As the construction sector plans for the post-pandemic recovery, governments and stakeholders alike have important roles to play in recruiting new workers displaced from other sectors and enhancing current training and apprenticeship programs as mechanisms to bolster the construction workforce.
That’s the view of Kevin Bryenton, a 30-year, second-generation member of Iron Workers Local 721 in Toronto and national general vice-president of the international trade union.
Bryenton participated in a delegation of Canada’s Building Trades Unions (CBTU) executives advocating on various issues with federal Minister of Employment, Workforce Development and Disability Inclusion Carla Qualtrough earlier this month.
Bryenton responded to questions from the Daily Commercial News about the role labour can play as groups such as the new Ontario Jobs and Recovery Committee plan to boost the economy.
Governments must accelerate their co-operation with employers and workers groups to support current efforts to provide a trained workforce that can fully participate in the recovery, Bryenton said.
“Government can play a part in the training side for registered apprenticeships via the enhancement of current collaborations such as the Union Training Innovation Fund and various completion grants that are currently offered to apprentices moving through the training for their trades,” he remarked. “Increasing the monies that are granted to apprentices who complete, offering enhancements to apprenticeship loans and easing the restrictions for collection of necessary funds such as employment insurance benefits and other CERB (Canada Emergency Response Benefit) related funds for those seeking a start in any of our trades are all things the CBTU is engaging various ministries for support.”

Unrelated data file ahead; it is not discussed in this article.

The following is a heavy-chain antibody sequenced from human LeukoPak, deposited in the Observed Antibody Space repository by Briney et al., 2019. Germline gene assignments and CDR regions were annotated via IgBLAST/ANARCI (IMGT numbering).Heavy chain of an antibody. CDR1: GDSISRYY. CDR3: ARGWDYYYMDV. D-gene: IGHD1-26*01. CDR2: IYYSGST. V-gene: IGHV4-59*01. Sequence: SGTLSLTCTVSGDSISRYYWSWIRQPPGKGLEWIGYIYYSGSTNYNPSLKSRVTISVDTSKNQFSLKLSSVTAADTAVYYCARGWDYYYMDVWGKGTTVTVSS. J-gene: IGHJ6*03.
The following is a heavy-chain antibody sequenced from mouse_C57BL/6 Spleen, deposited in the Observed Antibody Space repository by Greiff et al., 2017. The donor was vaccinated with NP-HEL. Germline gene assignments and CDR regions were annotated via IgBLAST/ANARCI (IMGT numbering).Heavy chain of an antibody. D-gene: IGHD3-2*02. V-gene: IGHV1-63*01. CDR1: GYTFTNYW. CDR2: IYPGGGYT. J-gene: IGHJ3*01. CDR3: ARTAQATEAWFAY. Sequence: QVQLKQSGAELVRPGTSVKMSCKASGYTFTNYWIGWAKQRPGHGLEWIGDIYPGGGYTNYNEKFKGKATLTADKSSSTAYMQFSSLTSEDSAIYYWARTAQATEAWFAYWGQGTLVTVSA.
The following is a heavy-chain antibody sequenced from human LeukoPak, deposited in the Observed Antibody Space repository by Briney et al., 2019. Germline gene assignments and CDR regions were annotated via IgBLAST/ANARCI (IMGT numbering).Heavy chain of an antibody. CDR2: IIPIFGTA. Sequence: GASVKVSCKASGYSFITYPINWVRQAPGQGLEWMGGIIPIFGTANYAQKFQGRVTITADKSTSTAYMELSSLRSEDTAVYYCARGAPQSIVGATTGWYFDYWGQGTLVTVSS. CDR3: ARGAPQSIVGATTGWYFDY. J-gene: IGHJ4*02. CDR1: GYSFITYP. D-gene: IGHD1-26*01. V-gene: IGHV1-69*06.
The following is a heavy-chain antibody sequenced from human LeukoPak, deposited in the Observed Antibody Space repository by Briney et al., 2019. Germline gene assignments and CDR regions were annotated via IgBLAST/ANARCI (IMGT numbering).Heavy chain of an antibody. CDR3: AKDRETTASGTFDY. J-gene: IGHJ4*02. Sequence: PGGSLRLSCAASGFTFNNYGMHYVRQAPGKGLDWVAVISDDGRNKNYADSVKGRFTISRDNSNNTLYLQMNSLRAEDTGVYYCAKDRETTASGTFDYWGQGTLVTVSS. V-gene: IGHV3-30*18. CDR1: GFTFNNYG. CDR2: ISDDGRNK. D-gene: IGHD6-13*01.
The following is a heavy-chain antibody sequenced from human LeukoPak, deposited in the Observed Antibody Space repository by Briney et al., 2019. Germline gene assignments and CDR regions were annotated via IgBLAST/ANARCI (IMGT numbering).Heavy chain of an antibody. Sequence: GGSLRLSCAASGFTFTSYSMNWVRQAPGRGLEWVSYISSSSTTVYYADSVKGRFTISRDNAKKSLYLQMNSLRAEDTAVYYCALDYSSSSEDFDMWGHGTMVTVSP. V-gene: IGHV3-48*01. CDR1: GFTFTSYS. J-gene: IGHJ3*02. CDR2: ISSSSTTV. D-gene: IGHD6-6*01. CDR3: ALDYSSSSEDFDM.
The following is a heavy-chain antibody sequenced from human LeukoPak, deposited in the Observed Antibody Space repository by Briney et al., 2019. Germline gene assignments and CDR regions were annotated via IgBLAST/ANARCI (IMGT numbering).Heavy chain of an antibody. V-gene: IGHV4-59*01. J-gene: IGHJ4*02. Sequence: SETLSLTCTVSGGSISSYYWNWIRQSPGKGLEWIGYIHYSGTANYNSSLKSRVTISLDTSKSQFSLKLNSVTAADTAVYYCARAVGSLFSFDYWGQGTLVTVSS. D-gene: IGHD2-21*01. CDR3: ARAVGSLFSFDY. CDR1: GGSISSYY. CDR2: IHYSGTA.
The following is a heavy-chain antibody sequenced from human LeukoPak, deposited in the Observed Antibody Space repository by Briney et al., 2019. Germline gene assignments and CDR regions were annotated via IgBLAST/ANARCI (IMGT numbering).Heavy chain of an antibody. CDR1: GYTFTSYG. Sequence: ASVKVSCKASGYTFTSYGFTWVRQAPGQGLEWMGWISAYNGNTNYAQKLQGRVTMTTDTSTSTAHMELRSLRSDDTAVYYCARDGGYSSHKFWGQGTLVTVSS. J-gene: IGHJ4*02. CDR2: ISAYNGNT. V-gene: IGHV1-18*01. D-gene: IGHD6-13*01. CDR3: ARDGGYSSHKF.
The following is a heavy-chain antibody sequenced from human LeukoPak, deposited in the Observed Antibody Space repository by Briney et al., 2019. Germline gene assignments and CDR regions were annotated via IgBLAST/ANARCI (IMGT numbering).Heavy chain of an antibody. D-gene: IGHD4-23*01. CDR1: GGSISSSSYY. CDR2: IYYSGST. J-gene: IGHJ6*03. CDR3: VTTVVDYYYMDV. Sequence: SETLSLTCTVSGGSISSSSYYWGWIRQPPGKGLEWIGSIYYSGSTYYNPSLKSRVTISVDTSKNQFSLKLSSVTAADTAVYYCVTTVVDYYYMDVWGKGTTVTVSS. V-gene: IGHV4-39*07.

With millions thrown out of work in other sectors, said Bryenton, it’s an opportunity for trade unions to reach out to service-sector workers who are not part of the essential services, young workers and students leaving college and universities. He said service industries will take a long time to ramp up to full employment and laid-off workers will be “fishing for jobs in a much shallower pool.”
In contrast, he argued, when a construction worksite reopens, there is full employment on the job right away, which is why the construction sector will play an important role in the recovery.
“A project that employed 50 people prior to shutdown will employ 50 people the day the economy reopens — or potentially more due to schedule slip,” Bryenton remarked. “Construction can scale employment up immediately and as such is a vital focus for a successful re-emergence from this pandemic.
“Entering into a skilled construction trade where construction is put forward as a vital portion of recovery efforts will offer the meaningful, well-paid employment that has all but evaporated due to the pandemic.”
His trade will be much in demand if governments opt for stimulus spending on transit projects, Bryenton said.
They build “transportation (bridges, subways, LRT), any building that involves structural steel or reinforcing steel, any manufacturing that involves machinery and conveyors,” he said.
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